Reciprocal Teaching: Jigsaw

Here’s a closer look at one I’ve used in class.


In a jigsaw activity, students divide into groups to become experts in a particular topic. Then new groups are formed, and each of the new groups contains at least one person from each of the old groups. Once in the new groups, each student teaches the others about what they became an expert in.

This could be a useful way for students to learn the basics of the different kinds of animals available as pets. The first groups could study one of the major pet types: fish, amphibians, reptiles, birds, small mammals, dogs, and cats. That would result in seven members of the second group, which is the upper limit for the ideal range for a group size (Team-Based Learning Collaborative, 2011).


When studying ecosystems in science, I divided my class up into groups, giving each group an ecosystem and a set of questions they needed to be ready to answer. The groups studied the ecosystem and discussed it. Ideally, everyone would have become an expert and then taught the other groups about their topic. As often happens, some groups and some students were more diligent than others.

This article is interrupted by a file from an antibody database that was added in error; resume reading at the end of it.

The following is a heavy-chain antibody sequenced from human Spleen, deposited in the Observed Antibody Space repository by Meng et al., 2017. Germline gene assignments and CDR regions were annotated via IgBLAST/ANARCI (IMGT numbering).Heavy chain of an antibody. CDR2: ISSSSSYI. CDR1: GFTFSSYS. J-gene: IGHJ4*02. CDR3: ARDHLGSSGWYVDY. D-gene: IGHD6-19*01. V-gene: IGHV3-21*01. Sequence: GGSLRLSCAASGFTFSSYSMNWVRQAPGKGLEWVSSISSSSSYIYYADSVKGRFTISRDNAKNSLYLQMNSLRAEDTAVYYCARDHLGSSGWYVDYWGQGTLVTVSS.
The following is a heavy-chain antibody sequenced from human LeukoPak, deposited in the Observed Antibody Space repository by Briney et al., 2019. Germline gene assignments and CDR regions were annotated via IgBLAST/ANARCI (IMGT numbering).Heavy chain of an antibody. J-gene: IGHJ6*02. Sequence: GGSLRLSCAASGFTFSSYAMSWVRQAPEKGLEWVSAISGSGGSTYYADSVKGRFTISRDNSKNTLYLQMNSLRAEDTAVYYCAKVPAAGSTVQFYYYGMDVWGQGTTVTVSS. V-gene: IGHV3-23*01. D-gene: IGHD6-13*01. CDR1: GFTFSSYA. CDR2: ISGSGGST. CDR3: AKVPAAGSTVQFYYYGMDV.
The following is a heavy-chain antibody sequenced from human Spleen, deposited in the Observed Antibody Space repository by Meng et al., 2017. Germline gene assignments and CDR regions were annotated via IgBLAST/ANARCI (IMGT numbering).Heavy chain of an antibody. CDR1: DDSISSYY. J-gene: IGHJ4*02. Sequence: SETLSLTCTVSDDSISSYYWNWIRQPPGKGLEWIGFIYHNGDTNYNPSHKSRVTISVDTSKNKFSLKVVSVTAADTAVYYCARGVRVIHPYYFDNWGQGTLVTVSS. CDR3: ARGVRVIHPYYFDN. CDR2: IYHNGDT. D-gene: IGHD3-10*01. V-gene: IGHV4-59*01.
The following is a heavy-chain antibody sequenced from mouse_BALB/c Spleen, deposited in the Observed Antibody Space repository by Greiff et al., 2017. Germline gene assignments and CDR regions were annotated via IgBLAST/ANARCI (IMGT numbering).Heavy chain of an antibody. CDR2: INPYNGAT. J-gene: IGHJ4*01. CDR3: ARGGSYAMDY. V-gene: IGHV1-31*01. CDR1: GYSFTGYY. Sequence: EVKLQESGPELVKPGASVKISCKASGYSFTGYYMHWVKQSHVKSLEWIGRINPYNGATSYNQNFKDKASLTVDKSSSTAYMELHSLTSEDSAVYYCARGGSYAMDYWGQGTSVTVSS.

To assess how well the teaching occurred one year, I took the questions given to each group and asked a random member of the class to provide an answer. Those who had been in the expert group for that ecosystem could not answer their own group’s questions. That showed me where there were still weaknesses, and I made sure to cover those concepts in more detail.

In another year, the class built a chart to compare the different ecosystems. This allowed the class to see the bigger picture of how small changes can have big effects.

References for Reciprocal Teaching

Barkley, E. F., Cross, K. P., & Major, C. H. (2005). Collaborative learning techniques. San Francisco, CA: Jossey-Bass.

Lane, D. R. (2008). Teaching skills for facilitating team-based learning. New Directions for Teaching & Learning, 2008(116), 55–68.

Palsolé, S., & Awalt, C. (2008). Team-based learning in asynchronous online settings. New Directions for Teaching & Learning, 2008(116), 87–95.

Team-Based Learning Collaborative. (2011). Team formation for TBL [Video file]. Retrieved from


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